In Buffalo, We See the Effects of Ignoring the Mental Health Crisis Among Our Children

In New York State, schools were forced to close for COVID-19 the week of March 16, 2020. They remained closed the rest of the school year. Around the state, several districts either stayed closed or had repeated closures. The same can be said across the country.


On May 5, I wrote about the dangers of the mental health crisis we saw ourselves in. A large part of what we’re seeing, particularly among our youth, is due in part to the COVID-19 pandemic and the policies that forced our kids into isolation. The pandemic and those policies did contribute to pushing more and more of our kids into new, more dangerous social circles — those on social media.

In Buffalo, New York, on Saturday, an 18-year-old male opened fire in a supermarket in a predominantly black neighborhood. He drove hours from his home in Conklin, New York, to commit the act of terror. It seems very likely that this was planned and executed according to that plan.

New York Governor Kathy Hochul is partially correct in blaming “social media” and its influence, but the focus is largely superficial. She wants law enforcement to find any and all examples of “hate speech.”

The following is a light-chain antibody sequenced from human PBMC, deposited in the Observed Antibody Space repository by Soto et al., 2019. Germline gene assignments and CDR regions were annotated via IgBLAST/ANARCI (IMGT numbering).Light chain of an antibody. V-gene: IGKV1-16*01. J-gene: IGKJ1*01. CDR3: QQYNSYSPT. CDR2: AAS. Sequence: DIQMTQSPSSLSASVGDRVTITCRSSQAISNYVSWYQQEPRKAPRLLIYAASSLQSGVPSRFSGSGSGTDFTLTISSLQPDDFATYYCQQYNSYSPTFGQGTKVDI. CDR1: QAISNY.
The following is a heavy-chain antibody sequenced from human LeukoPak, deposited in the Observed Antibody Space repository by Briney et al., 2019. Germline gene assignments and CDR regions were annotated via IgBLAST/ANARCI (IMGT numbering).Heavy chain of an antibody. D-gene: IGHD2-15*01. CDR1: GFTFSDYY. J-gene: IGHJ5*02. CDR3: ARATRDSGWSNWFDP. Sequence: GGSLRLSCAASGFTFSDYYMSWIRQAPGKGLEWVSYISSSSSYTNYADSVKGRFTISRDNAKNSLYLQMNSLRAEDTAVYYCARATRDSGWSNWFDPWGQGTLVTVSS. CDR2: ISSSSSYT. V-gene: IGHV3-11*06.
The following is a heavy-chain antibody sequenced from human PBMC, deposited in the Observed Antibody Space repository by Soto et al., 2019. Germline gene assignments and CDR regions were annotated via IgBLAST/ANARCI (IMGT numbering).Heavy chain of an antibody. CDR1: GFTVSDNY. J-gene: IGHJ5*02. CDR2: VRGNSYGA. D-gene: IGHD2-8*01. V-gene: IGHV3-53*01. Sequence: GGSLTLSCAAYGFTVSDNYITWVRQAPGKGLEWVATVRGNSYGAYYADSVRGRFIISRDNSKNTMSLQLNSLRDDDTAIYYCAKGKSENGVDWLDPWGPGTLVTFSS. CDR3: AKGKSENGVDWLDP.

NY State Attorney General Letitia James called for people to tamp down anger and proceed in love. She also said they will be continuing to “investigate social media” and that her office would be focused on that, as they have been “the last few months.”

Governor Kathy Hochul picked up on that tack, as well, saying they needed to look more into “social media” and algorithms to identify “hate speech.” She said they were going to be sitting down with social media companies to see if they were doing everything they could to shut down hate speech. She termed the attack “white supremacy terrorism.”


The problem isn’t “hate speech” or “social media” in general. Those happen all the time and, while vile, they rarely lead to physical violence on the part of the racists using the speech. I realize that, given the raw emotion of the moment, it’s difficult to nuance policy wishes on such things, but it’s important to understand what’s going on.

Our children — and, despite being 18 years old, the supermarket shooter is still emotionally and socially a child — have turned to various social media platforms to find their “community.” In the vast majority of cases, it’s harmless. Just kids going online, looking for acceptance. In a growing number of cases, that need for acceptance is causing kids to do more and more things we would consider problematic for that acceptance.

They are turning to sexual behavior, identity change, and worse to get that acceptance. For children susceptible to mental illness, though, we see what can happen.

‘A school official reported that this very troubled young man had made statements indicating that he wanted to do a shooting, either at a graduation ceremony, or sometime after,’ a government source told the Buffalo News.

After police looked into the account, Gendron was referred for mental health evaluation and counseling.

Classmates said that he often acted strangely at times and espoused extremist views on politics.

Last year, one former student recalled, Gendron wore a hazmat suit to school for a week. She believed it had something to do with protecting himself from the coronavirus, but she didn’t rule out the fact that he was making a joke.